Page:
The theme of unrestrained pursuit of an idea, represented by Frankenstein's pursuit of the monster into the Arctic Circle, is reflected by Walton in his desire to explore what no man has previously explored -- the North Pole. The cautionary aspect of the theme, however, is certified by Walton, who appears to understand the moral of the story and retreats from his pursuit, returning to society with, instead of glory, a tale of warning.
The character of Frankenstein is one that represents boldness and ambition in matters of science regarding the nature of man. Frankenstein himself states that his "temper was sometimes violent, and my passions vehement; but by some law in my temperature they were turned, not towards childish pursuits, but to an eager desire to learn" (Shelley 49). He exhibits in his studies an attitude of one who wishes to comprehend all, who wishes to arrive at a sort of Gnosticism. He also states that this passion, "which afterwards ruled my destiny," stems "from ignoble and almost forgotten sources" (Shelley 51). The point that his character is developed according to the lights of "natural philosophy," which he states "has regulated my fate," compels the reader to conclude that Frankenstein has not been formed according to the moral code of classical Western tradition, which in the Romantic/Enlightenment Age was indeed being replaced by "natural philosophy." Frankenstein, therefore, may be understood as a warning to those would pursue and experiment with the ends of "natural philosophy" without restraint, guidance, or observance of the moral laws that past generations had acknowledged.
Indeed, Frankenstein's character is inspired by Isaac Newton's quest for "truth." Yet, in a despondent mood early in his adolescence, Frankenstein realizes the horror of this search: "I at once gave up my former occupations; set down natural history and all its progeny as a deformed and abortive creation" (Shelley 55). Unable to abide by this realization, however, Frankenstein returns to his pursuits and ends up producing the very "progeny" he detested in his studies: "a deformed and abortive creation" -- his monster.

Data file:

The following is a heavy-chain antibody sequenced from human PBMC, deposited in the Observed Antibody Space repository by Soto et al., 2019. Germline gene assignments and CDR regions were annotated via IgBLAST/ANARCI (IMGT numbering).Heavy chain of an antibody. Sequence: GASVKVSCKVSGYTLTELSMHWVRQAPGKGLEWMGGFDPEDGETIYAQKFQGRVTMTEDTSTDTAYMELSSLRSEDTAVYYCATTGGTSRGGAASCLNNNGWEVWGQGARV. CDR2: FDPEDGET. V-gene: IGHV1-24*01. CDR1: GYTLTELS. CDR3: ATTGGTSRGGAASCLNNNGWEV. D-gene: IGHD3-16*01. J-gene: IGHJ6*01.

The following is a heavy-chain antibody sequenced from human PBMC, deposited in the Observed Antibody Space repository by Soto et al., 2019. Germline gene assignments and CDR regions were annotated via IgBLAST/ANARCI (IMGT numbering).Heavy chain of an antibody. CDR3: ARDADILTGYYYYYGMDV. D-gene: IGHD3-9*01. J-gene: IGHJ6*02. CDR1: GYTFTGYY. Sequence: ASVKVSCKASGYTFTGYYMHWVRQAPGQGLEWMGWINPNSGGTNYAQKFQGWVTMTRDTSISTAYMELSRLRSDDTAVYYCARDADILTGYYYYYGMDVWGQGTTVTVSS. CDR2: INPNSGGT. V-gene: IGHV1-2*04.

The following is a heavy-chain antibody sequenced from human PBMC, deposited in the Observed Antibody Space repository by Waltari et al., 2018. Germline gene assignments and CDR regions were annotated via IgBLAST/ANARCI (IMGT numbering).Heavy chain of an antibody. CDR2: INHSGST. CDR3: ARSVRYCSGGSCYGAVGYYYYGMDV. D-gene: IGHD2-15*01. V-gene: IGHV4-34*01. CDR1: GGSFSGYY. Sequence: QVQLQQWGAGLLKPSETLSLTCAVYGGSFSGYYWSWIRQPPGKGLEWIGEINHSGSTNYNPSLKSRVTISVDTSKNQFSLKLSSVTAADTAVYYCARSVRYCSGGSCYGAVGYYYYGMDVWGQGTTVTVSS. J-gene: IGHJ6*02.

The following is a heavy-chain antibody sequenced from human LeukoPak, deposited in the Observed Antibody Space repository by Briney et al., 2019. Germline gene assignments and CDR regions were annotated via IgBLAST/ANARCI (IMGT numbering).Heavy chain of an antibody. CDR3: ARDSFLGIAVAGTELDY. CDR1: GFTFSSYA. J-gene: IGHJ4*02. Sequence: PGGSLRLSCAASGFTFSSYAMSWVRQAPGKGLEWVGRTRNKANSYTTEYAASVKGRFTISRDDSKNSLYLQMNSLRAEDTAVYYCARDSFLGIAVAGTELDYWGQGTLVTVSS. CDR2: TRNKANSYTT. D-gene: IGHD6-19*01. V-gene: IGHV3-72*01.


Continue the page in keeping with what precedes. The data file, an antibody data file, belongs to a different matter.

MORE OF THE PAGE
The tone of the novel is one of detachment and distance tempered and given heart at intervals by the human affection that supports the tale. Since the tale is told in two voices, there are of course two different tones; however, because the two voices essentially merge into one at the end of the novel, the ending tone is both bleak and hopeful.
This would suggest that the overall tone of the novel is discordant as indeed it is. It begins with Walton writing with warmth and assurance to his sister, yet he himself is surrounded by a world of ice and snow and strange beings in the form of the monster and his pursuer Frankenstein. Frankenstein is a physical wreck and yet there is in him such warmth and vigor that he overcomes his depression and melancholy to add his voice to the narrative. The tone of Frankenstein's voice begins happily enough as he recounts his childhood, but it gradually turns towards regrets and remorse as he recounts how he pursued the course of studies in natural philosophy that eventually inspired his attempt to "create" in the fashion of the Creator.
An aspect of isolation is also discernible in the tone of the overall tale. Walton is isolated in his desire to travel to the North Pole, and Frankenstein is isolated in his pursuit of wisdom: "From this day natural philosophy, and particularly chemistry, in the most comprehensive sense of the term, became nearly my sole occupation" (Shelley 67). There is a loneliness in both men that seeks to be filled through conquest, and yet their conquests leave them cold both literally and figuratively. Even the monster is isolated from humanity both by his deformity and his lack of a mate. Yet Frankenstein's fear of creating another monster, perhaps worse than his initial creature, compels him to destroy the second "Prometheus." In return, the monster kills Frankenstein's wife, forcing his isolation onto his creator.
While the final scene of the novel is depicted by Walton and concerns the rather bleak isolation of the monster, drifting off with the corpse of Frankenstein, the tone is not without a sense of hope. Walton, after all, is returning to society with the narrative received from Frankenstein, and the monster intends to burn within the funeral pyre. The fire signifies a kind of purgation. Still, the final words of the novel, "He was soon borne away…
Sources Used in Document:
Shelley, Mary. Frankenstein. London: George Routledge and Sons, 1891. Print.